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Chapter 21 - Microorganisms and Metals

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Presentation on theme: "Chapter 21 - Microorganisms and Metals"— Presentation transcript:

1 Chapter 21 - Microorganisms and Metals
Objectives Know the common toxic metals and the main sources that they come from Know factors affecting metal bioavailability in the environment Know why are metals are toxic to microorganism and their mechanisms for resistance Be able to discuss some general approaches for metal remediation

2 Top 20 Hazardous Substances List
ATSDR/EPA 2003 Arsenic Lead Mercury Vinyl Chloride Polychlorinated Biphenyls (PCBs) Benzene Cadmium Polycyclic Aromatic Hydrocarbons Benzo(a)pyrene Benzo(b)fluoranthene 11. Chloroform 12. DDT 13. Arochlor 1254 14. Arochlor 1260 15. Dibenz[a,h]anthracene 16. Trichloroethylene 17. Chromium (+6) 18. Dieldrin 19. Phosphorus, white 20. Chlordane Five of the top 20 EPA hazardous substances are metals.

3 Metals in the Environment
Range for Soils (mg/Kg) Ave. for Soils (mg/Kg) Aluminum Arsenic Cadmium Calcium Chromium Copper Iron Mercury Magnesium Lead 10,000 – 30,000 1 – 50 0.01 – 0.7 7,000 – 500,000 1 – 1,000 2 – 100 7,000 – 550,000 0.01 – 0.3 600 – 6,000 71,000 5 0.06 13,700 100 30 38,000 0.03 5,000 10 * Required metals

4 Common metal contaminants found in Superfund sites
Metal Occurrence (%) Lead (Pb) Arsenic (As) Zinc (Zn) Nickel (Ni) Mercury (Hg) Barium (Ba) Cadmium (Cd)

5 Metals and Metalloids of Concern Quantities Produced and Uses
Arsenic- As 43,000 tons/yr (1995) used in: insecticides, herbicides, seed additives, wood preservatives, desiccants, ceramics, glass (0.2-1%) additives Cadmium- Cd 14,500 tons/yr (1995) used in: battery-powered cellular telephones, camcorders, personal computers, pigments, stabilizers, coatings and alloys Cobalt- Co 18,500 tons/yr (1994) used in: alloys, nuclear industry, pigment in glazes, UV protectant in eye protective equipment, paint additive, catalyst in the petroleum industry. Lead- Pb 1,510,000 metric tons/yr in the US (2002) (a large portion is recycled) over half of lead is used by the auto industry in batteries. Other uses include manufacture of cable sheathings, sheet, pipe foil and tubes, solders,alloys, ammunition, and paints.

6 Mercury- Hg 10,000 tons/yr (1980) major uses include electrical apparatus, the electrolytic preparation of chlorine and caustic soda, the manufacture of mildew-proof paint and in industrial and control instruments. Nickel- Ni 875,00 tons/yr (1995) used in alloys, plating, batteries, magnets, electrical contacts,electrodes, spark plugs, machinery parts, and as a\ catalyst.

7 Metals in the Environment
Total metal vs. bioavailable metal Factors that affect metal bioavailability 1. metal sorption by soil (organic matter, clay minerals, metal oxides) 2. pH high pH bioavailability metal phosphates/carbonates low pH bioavailability free ionic species 3. redox potential high Eh bioavailability free ionic species low Eh bioavailability metal phosphates/carbonates/sulfides

8 Bioavailable vs. total cadmium in soil – example
Total Cd added mg/Kg Bioavailable Cd mg/L Brazito Gila 394 483 646 866 1,777 1,059 3 5 10 20 100 Note that a very small fraction of the total metal is actually bioavailable (defined here as soluble in water). The majority of the metal is sorbed or precipitated.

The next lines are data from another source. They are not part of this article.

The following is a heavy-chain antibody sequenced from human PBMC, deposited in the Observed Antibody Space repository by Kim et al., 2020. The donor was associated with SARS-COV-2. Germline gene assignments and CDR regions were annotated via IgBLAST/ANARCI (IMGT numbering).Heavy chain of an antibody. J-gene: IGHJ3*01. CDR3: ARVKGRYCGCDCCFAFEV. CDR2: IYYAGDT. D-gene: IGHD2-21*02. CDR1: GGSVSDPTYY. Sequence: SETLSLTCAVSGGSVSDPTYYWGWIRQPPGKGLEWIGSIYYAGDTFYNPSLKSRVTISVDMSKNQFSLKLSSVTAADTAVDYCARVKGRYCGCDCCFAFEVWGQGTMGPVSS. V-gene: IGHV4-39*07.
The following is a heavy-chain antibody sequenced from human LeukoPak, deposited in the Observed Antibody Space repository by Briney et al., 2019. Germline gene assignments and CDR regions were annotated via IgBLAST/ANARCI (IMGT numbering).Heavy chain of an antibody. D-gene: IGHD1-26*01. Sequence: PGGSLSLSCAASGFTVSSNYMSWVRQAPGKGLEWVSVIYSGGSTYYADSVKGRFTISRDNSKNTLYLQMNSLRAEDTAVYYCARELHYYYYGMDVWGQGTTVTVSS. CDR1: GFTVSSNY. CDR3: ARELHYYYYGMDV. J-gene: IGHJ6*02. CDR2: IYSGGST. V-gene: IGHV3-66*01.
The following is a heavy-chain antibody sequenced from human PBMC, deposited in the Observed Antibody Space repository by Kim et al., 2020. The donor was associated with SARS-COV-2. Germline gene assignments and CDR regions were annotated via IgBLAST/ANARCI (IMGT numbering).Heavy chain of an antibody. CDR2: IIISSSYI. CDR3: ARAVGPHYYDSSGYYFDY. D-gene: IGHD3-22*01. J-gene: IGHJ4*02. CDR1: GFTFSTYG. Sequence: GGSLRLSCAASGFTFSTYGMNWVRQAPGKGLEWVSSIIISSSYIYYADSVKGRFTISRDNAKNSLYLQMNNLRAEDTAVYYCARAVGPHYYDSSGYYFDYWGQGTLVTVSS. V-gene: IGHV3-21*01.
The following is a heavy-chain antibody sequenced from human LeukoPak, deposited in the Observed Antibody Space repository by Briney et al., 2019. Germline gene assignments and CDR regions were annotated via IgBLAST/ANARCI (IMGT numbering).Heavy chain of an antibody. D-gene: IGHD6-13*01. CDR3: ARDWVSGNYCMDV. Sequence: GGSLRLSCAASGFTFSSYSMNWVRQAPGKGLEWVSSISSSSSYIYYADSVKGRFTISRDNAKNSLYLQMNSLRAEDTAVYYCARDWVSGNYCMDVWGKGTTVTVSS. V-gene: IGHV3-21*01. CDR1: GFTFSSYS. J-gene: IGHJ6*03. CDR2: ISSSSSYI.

9 Despite the fact that low amounts of metals in the environment are bioavailable, as the graphs below demonstrate, it does not take much metal to induce toxicity.

10 Effect of increasing Pb on toxicity

11 Metal Toxicity

12 Metal Resistance Mechanisms


14 General remediation approaches for metals
These are based on mechanisms of metal resistance and include: Removal of metals from wastestreams using biomass as a sorbent In situ precipitation of metals by creating anaerobic conditions Removal of metals from soil using metal-complexing agents, e.g. biosurfactants Volatilization of metals, e.g. Selenium Phytostabilization of metals, e.g. mine tailings

15 Example of a successful bioremediation
Zinc smelter (100 yrs old) with 135 mg/L zinc and 1300 mg/L sulfate in groundwater. (Budelco in the Netherlands) Cleanup was mandated, choices included: Ion exchange – good Zn removal, no sulfate removal, costly Liquid membrane extraction – good Zn removal, no sulfate removal, costly Bioremediation using SRBs The Solution After pilot-scale testing, a commercial plant with an 1800 m3 bioreactor was constructed to treat 6000 m3 of groundwater per day ( 55-gallon drum every 3 seconds).

16 Three effluents are generated:
Solid sludges that are returned to the smelter to recover the precipitated Zn. Liquid containing 80% sulfur mostly as H2S or S0. This is passed into an aerobic fixed film bioreactor. Here sulfate oxidizers convert H2S to S0. Gas that contains 40% H2S, 60% CH4, and a small amount of CO2. The H2S is removed by passing through a zinc sulfate solution, and the CH4 is burned. Aqueous effluent design criteria Zinc < 0.3 mg/L Original 135 mg/L Cadmium < mg/L Sulfate < 200 mg/L Original 1300 mg/L

17 What would you add as an electron donor in the UASB??
ZnSO4 solution discharge CH4 flare Biofilter scrubber H2S + CH4 vapor vapor Tilted plate settler H2S liquid SFF Groundwater SO42-, Zn2+ UASB S0 liquid O2 discharge sandfilter ZnS solids ZnS + biomass sludge S0 + biomass Solids to zinc smelter What would you add as an electron donor in the UASB??

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